President Signs Order to Speed Up Efforts to Lower Drug Prices

President Signs Order to Speed Up Efforts to Lower Drug Prices

President Joe Biden signed an executive order last Friday pushing federal officials to drive prescription drug costs down. The order requires the U.S. Department of Health & Human Services (HHS) to outline within 90 days how it will use new models of care and payment to cut drug costs, according to the White House official, who declined to be identified previewing the president's action.

The executive order aims to lower prescription drug costs across the US and follows landmark health-care legislation passed by Congress earlier this year that allows the HHS to negotiate drug prices with pharmaceutical companies.

Health and Human Services Secretary Xavier Becerra will “consider whether to select for testing by the Innovation Center new health care payment and delivery models that would lower drug costs and promote access to innovative drug therapies for beneficiaries enrolled in the Medicare and Medicaid programs,” the executive order said.

“The goal here is to have the secretary define some areas of opportunity to increase access to drugs or lower prices for people on Medicare and Medicaid,” said Stacie Dusetzina, an associate professor in the Department of Health Policy at Vanderbilt.

“Part of this will be, ‘what could we do now or sooner?’ Some of the provisions for the Inflation Reduction Act don’t kick in for a couple of years,” she said, referring to the legislation under which HHS can negotiate drug prices.

“There have already been attacks on the Inflation Reduction Act, and some Republican members talking about repealing it, or going after certain parts of the law,” she said.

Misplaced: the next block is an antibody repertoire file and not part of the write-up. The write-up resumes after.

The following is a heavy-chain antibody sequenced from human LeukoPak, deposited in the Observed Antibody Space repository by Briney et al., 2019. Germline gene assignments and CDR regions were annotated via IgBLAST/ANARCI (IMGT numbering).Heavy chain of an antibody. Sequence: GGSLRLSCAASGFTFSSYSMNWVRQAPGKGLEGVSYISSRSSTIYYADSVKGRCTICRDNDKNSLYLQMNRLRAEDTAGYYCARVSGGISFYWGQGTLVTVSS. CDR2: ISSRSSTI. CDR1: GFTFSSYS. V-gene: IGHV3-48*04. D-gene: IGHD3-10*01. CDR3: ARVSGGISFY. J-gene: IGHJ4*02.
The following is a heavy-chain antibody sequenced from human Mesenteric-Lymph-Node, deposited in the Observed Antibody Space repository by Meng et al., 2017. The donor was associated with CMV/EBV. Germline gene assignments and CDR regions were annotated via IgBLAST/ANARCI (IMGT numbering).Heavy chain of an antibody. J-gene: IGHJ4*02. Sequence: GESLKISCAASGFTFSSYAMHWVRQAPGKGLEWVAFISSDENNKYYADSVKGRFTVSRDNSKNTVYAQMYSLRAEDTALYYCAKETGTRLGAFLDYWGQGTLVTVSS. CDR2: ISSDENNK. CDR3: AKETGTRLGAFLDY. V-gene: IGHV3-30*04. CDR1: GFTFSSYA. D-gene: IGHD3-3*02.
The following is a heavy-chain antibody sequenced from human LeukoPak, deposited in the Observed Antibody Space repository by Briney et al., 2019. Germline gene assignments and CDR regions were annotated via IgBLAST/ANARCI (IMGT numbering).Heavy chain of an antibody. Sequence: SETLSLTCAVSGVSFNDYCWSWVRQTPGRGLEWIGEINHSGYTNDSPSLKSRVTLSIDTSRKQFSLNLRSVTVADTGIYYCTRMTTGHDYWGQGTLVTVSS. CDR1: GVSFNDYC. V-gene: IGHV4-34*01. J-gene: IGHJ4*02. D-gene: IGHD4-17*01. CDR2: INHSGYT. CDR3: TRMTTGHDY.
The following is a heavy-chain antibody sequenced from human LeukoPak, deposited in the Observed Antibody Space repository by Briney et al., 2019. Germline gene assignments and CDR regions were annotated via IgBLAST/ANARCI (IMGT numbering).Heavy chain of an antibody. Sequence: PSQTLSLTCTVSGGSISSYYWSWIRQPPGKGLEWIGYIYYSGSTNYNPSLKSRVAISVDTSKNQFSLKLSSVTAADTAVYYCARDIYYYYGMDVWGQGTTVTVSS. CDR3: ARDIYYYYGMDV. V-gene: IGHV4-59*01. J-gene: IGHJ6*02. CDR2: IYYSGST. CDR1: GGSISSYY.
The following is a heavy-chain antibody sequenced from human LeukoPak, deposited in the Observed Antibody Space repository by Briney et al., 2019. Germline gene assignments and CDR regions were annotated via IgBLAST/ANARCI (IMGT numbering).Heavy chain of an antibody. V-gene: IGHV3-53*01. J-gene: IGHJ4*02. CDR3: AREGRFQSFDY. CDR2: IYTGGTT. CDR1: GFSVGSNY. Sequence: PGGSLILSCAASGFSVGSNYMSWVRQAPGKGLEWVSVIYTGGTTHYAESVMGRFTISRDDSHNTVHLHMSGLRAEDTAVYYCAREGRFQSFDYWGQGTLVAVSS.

Meanwhile, congressional Democrats have pushed the Biden administration to take bolder measures against rising drug costs.

Sen. Elizabeth Warren (D-Mass.) and others over the past year have urged Biden to consider using existing legal tools to help drive down the cost of pricey prescription drugs.

Advocacy groups have likewise joined the fray, asking for the administration to bypass Congress and use executive powers to reduce costs.

However, as TSCL has previously reported, the newly acquired power to negotiate drug prices is controversial, with the powerful pharmaceutical industry lobbying against the rule and considering legal actions to prevent its implementation.

In addition, Republicans have already proposed legislation that would strip Medicare’s negotiation ability before the negotiating has even begun.

Starting next year, drug companies will also have to pay penalties to Medicare if they raise the cost of their products at a rate that outpaces inflation.

While the new law lowering drug prices is far from perfect, TSCL is opposed to all efforts to block or repeal the new law.